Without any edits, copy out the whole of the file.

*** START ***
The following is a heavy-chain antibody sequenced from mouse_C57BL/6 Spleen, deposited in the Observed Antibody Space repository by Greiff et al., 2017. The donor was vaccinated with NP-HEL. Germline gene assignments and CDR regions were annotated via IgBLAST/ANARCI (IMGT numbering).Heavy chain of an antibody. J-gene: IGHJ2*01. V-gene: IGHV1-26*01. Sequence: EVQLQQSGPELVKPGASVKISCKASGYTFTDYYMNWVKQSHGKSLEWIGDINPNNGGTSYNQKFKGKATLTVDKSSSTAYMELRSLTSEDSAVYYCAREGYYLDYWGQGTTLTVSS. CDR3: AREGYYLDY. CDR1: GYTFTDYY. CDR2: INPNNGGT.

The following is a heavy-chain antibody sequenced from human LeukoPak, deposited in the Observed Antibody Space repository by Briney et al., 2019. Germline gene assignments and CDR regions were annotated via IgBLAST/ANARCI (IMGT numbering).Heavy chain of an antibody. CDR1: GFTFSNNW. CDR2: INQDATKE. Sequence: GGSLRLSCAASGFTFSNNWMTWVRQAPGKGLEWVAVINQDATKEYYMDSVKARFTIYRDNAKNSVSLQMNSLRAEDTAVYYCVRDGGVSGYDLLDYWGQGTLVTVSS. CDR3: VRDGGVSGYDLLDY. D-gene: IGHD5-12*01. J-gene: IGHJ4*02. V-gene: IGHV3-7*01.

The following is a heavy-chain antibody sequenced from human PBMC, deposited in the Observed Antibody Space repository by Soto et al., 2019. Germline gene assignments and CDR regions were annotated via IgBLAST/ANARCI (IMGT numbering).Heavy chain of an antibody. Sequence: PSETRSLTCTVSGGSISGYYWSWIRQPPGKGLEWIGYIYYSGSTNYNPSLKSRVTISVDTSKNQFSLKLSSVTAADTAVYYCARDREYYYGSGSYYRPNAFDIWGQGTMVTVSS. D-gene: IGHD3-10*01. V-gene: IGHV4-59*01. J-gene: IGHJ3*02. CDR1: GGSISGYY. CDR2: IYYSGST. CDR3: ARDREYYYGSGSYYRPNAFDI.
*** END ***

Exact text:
The following is a heavy-chain antibody sequenced from mouse_C57BL/6 Spleen, deposited in the Observed Antibody Space repository by Greiff et al., 2017. The donor was vaccinated with NP-HEL. Germline gene assignments and CDR regions were annotated via IgBLAST/ANARCI (IMGT numbering).Heavy chain of an antibody. J-gene: IGHJ2*01. V-gene: IGHV1-26*01. Sequence: EVQLQQSGPELVKPGASVKISCKASGYTFTDYYMNWVKQSHGKSLEWIGDINPNNGGTSYNQKFKGKATLTVDKSSSTAYMELRSLTSEDSAVYYCAREGYYLDYWGQGTTLTVSS. CDR3: AREGYYLDY. CDR1: GYTFTDYY. CDR2: INPNNGGT.

The following is a heavy-chain antibody sequenced from human LeukoPak, deposited in the Observed Antibody Space repository by Briney et al., 2019. Germline gene assignments and CDR regions were annotated via IgBLAST/ANARCI (IMGT numbering).Heavy chain of an antibody. CDR1: GFTFSNNW. CDR2: INQDATKE. Sequence: GGSLRLSCAASGFTFSNNWMTWVRQAPGKGLEWVAVINQDATKEYYMDSVKARFTIYRDNAKNSVSLQMNSLRAEDTAVYYCVRDGGVSGYDLLDYWGQGTLVTVSS. CDR3: VRDGGVSGYDLLDY. D-gene: IGHD5-12*01. J-gene: IGHJ4*02. V-gene: IGHV3-7*01.

The following is a heavy-chain antibody sequenced from human PBMC, deposited in the Observed Antibody Space repository by Soto et al., 2019. Germline gene assignments and CDR regions were annotated via IgBLAST/ANARCI (IMGT numbering).Heavy chain of an antibody. Sequence: PSETRSLTCTVSGGSISGYYWSWIRQPPGKGLEWIGYIYYSGSTNYNPSLKSRVTISVDTSKNQFSLKLSSVTAADTAVYYCARDREYYYGSGSYYRPNAFDIWGQGTMVTVSS. D-gene: IGHD3-10*01. V-gene: IGHV4-59*01. J-gene: IGHJ3*02. CDR1: GGSISGYY. CDR2: IYYSGST. CDR3: ARDREYYYGSGSYYRPNAFDI.